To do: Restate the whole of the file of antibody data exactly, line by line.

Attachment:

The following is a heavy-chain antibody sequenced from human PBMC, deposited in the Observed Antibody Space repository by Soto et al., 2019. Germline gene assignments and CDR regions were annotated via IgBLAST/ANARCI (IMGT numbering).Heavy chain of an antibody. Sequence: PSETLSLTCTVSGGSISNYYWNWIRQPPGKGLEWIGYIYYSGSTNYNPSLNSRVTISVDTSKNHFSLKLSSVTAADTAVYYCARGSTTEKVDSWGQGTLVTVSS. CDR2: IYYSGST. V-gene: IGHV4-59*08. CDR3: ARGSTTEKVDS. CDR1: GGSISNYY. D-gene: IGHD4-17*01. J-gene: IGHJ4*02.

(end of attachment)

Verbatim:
The following is a heavy-chain antibody sequenced from human PBMC, deposited in the Observed Antibody Space repository by Soto et al., 2019. Germline gene assignments and CDR regions were annotated via IgBLAST/ANARCI (IMGT numbering).Heavy chain of an antibody. Sequence: PSETLSLTCTVSGGSISNYYWNWIRQPPGKGLEWIGYIYYSGSTNYNPSLNSRVTISVDTSKNHFSLKLSSVTAADTAVYYCARGSTTEKVDSWGQGTLVTVSS. CDR2: IYYSGST. V-gene: IGHV4-59*08. CDR3: ARGSTTEKVDS. CDR1: GGSISNYY. D-gene: IGHD4-17*01. J-gene: IGHJ4*02.